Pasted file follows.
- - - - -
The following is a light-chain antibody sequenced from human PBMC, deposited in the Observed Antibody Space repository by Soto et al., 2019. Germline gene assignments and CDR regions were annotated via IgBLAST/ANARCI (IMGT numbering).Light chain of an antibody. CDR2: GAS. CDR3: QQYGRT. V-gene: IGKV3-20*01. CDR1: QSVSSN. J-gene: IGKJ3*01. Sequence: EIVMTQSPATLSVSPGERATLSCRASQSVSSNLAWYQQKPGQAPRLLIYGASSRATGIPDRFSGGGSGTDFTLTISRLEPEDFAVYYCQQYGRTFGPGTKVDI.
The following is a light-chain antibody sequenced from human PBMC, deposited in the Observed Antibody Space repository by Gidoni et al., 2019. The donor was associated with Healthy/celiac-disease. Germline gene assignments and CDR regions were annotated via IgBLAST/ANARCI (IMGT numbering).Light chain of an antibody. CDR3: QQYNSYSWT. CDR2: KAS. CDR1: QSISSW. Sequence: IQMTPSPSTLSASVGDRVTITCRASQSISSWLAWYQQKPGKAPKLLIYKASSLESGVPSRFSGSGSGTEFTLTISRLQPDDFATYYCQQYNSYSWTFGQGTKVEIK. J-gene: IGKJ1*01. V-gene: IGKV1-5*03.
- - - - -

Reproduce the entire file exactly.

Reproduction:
The following is a light-chain antibody sequenced from human PBMC, deposited in the Observed Antibody Space repository by Soto et al., 2019. Germline gene assignments and CDR regions were annotated via IgBLAST/ANARCI (IMGT numbering).Light chain of an antibody. CDR2: GAS. CDR3: QQYGRT. V-gene: IGKV3-20*01. CDR1: QSVSSN. J-gene: IGKJ3*01. Sequence: EIVMTQSPATLSVSPGERATLSCRASQSVSSNLAWYQQKPGQAPRLLIYGASSRATGIPDRFSGGGSGTDFTLTISRLEPEDFAVYYCQQYGRTFGPGTKVDI.
The following is a light-chain antibody sequenced from human PBMC, deposited in the Observed Antibody Space repository by Gidoni et al., 2019. The donor was associated with Healthy/celiac-disease. Germline gene assignments and CDR regions were annotated via IgBLAST/ANARCI (IMGT numbering).Light chain of an antibody. CDR3: QQYNSYSWT. CDR2: KAS. CDR1: QSISSW. Sequence: IQMTPSPSTLSASVGDRVTITCRASQSISSWLAWYQQKPGKAPKLLIYKASSLESGVPSRFSGSGSGTEFTLTISRLQPDDFATYYCQQYNSYSWTFGQGTKVEIK. J-gene: IGKJ1*01. V-gene: IGKV1-5*03.